5. Prevalence and clinical outcomes of patients with multiple potential causes of syncope

    NARCIS (Netherlands)

    Chen, Lin Y.; Gersh, Bernard J.; Hodge, David O.; Wieling, Wouter; Hammill, Stephen C.; Shen, Win-Kuang

    2003-01-01

    Objective: To determine the prevalence, predictors, and prognosis of patients with multiple potential causes of syncope. Patients and Methods: This is a retrospective cohort study with prospective follow-up of consecutive patients with syncope of uncertain cause who were referred to the

  6. Managing patients affected by syncope in ER: differential diagnosis and risk stratification

    Directory of Open Access Journals (Sweden)

    Elena Vitale

    2009-02-01

    Full Text Available Syncope is a common presentation to the emergency department that account to about 1% . The efforts of the emergency physician in evaluating the patient with syncope should be directed to determine a specific diagnosis of syncope type and to make the risk stratification. The first objective can be achieved utilizing with strict adherence the guidelines on management of syncope of the European Society of Cardiology. To achieve the second objective it is necessary to evaluate the risk factors for short- and long-term outcomes. Furthermore, in case of unexplained syncope, it is necessary to determine the probability of cardiac cause. On this subject, the EGSYS score seems to be a reliable tool.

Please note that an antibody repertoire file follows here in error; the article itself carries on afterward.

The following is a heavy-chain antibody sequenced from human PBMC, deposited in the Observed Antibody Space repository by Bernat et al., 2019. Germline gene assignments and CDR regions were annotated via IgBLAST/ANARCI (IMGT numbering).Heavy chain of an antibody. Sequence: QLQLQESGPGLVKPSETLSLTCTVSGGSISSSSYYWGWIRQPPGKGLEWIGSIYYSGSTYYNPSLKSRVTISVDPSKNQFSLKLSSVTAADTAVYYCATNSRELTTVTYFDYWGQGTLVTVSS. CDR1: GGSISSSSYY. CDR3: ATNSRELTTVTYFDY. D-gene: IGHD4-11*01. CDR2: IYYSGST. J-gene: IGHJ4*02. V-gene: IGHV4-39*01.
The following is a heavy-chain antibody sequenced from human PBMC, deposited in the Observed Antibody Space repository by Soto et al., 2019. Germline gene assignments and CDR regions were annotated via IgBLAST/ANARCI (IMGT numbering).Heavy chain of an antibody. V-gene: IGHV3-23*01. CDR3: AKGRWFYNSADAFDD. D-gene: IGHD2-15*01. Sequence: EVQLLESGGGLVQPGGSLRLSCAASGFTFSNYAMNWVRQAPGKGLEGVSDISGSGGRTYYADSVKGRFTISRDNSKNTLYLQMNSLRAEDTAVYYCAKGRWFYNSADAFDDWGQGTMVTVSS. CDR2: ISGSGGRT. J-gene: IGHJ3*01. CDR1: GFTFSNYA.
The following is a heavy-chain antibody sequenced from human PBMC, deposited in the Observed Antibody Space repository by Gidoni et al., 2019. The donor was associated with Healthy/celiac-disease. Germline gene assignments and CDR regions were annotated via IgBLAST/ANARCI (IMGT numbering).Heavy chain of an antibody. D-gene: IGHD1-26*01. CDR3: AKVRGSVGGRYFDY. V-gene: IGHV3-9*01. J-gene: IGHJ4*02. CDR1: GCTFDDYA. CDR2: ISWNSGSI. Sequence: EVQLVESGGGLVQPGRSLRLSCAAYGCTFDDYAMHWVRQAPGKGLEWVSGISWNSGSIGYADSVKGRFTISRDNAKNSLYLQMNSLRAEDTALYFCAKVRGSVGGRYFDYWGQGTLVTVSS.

7. Syncope In Pediatric Patients: A Practical Approach To Differential Diagnosis And Management In The Emergency Department.